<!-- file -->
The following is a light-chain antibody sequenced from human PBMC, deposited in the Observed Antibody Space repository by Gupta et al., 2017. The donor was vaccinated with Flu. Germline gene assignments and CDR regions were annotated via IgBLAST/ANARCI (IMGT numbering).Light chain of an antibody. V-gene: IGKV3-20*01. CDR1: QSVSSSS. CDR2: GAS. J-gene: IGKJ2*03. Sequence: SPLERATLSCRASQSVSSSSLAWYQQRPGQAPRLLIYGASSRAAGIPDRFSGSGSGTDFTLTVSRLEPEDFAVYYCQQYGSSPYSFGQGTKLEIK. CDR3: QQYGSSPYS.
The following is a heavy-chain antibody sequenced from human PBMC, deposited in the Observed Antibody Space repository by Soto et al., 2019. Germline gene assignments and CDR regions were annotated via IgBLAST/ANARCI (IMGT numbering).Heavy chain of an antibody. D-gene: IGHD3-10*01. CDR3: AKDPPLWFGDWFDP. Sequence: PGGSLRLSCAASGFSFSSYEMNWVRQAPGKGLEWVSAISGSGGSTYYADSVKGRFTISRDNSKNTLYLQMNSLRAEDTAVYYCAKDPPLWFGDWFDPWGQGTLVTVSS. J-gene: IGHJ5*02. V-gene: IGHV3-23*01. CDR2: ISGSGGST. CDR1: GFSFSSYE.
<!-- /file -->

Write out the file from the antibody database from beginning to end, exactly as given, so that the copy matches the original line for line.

The following is a light-chain antibody sequenced from human PBMC, deposited in the Observed Antibody Space repository by Gupta et al., 2017. The donor was vaccinated with Flu. Germline gene assignments and CDR regions were annotated via IgBLAST/ANARCI (IMGT numbering).Light chain of an antibody. V-gene: IGKV3-20*01. CDR1: QSVSSSS. CDR2: GAS. J-gene: IGKJ2*03. Sequence: SPLERATLSCRASQSVSSSSLAWYQQRPGQAPRLLIYGASSRAAGIPDRFSGSGSGTDFTLTVSRLEPEDFAVYYCQQYGSSPYSFGQGTKLEIK. CDR3: QQYGSSPYS.
The following is a heavy-chain antibody sequenced from human PBMC, deposited in the Observed Antibody Space repository by Soto et al., 2019. Germline gene assignments and CDR regions were annotated via IgBLAST/ANARCI (IMGT numbering).Heavy chain of an antibody. D-gene: IGHD3-10*01. CDR3: AKDPPLWFGDWFDP. Sequence: PGGSLRLSCAASGFSFSSYEMNWVRQAPGKGLEWVSAISGSGGSTYYADSVKGRFTISRDNSKNTLYLQMNSLRAEDTAVYYCAKDPPLWFGDWFDPWGQGTLVTVSS. J-gene: IGHJ5*02. V-gene: IGHV3-23*01. CDR2: ISGSGGST. CDR1: GFSFSSYE.